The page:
Highly controversial in its time, Blasted is British author Sarah Kane's first and last play, performed in London at the prominent Royal Court Theatre. The play has many shocking and rather gruesome elements, causing many critics to be disturbed as it featured rape, prostitution, suicide, mutilation etc.
The play follows Ian, a filthy minded journalist, and innocent Cate, as they spend the night together in hotel room in Leeds. It is later revealed that there is a war going on outside, when a bomb detonates and a hole is 'blasted' in the wall, exposing them to the dangers of war. However, it is arguable that war and conflict were already present in their relationship.
When the play was first performed in the mid 90's, it was subject to incredibly harsh criticism from both critics and the audience. Even now people continue to interpret the play's graphic content as senseless violence, however, in keeping with the style of 90's In-Yer-Face theatre, there was a strong message behind the horror of Blasted. The play is very much inspired by the war in Bosnia that was ongoing during Kane's writing process. She wanted to highlight how war time atrocities, such as rape, mutilation, murder etc., can occur in peaceful areas, and that we cannot ignore such awful instances just because they typically happen to working class people. So she set the drama in a Leeds hotel room, with working characters who are subjected to awful treatment at the hands of each other, and later a soldier. The play is a statement about the state of society at the time. It is also important to note that Kane herself suffered from severe depression, something that would eventually kill her, and that could be a contributing factor to the consistently dark undercurrent running throughout all of her work.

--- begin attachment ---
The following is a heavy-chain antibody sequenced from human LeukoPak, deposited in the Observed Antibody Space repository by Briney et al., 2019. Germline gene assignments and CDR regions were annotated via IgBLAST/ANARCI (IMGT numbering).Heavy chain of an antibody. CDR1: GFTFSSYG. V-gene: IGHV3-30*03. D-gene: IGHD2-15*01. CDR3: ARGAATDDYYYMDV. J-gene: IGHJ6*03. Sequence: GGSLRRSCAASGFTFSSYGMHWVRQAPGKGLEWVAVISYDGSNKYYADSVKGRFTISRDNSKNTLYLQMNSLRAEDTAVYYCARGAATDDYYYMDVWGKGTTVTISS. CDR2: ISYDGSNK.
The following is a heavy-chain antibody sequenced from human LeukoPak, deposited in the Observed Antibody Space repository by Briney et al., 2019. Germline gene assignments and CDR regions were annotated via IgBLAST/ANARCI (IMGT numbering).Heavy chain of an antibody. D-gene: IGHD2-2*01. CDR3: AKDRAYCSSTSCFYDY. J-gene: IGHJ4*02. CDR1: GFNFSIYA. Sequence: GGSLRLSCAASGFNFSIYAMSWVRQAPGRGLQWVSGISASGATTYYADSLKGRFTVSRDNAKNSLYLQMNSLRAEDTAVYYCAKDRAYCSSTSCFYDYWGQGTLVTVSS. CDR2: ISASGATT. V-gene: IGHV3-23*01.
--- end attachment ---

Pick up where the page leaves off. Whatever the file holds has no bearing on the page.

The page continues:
Although Blasted was first extremely negatively received by critics in its time, critics nowadays believe its brutal scenes to be a poetic statement. The critic Ken Urban says that "for Kane, hell is not metaphysical: it is hyperreal, reality magnified". Nowadays, the brilliance of Kane acknowledged by industry professionals, and the cult fan followings of her work. With hindsight, the simple message behind the brutal scenes in Blasted shines through, and it is seen as pivotal piece of 1990's drama.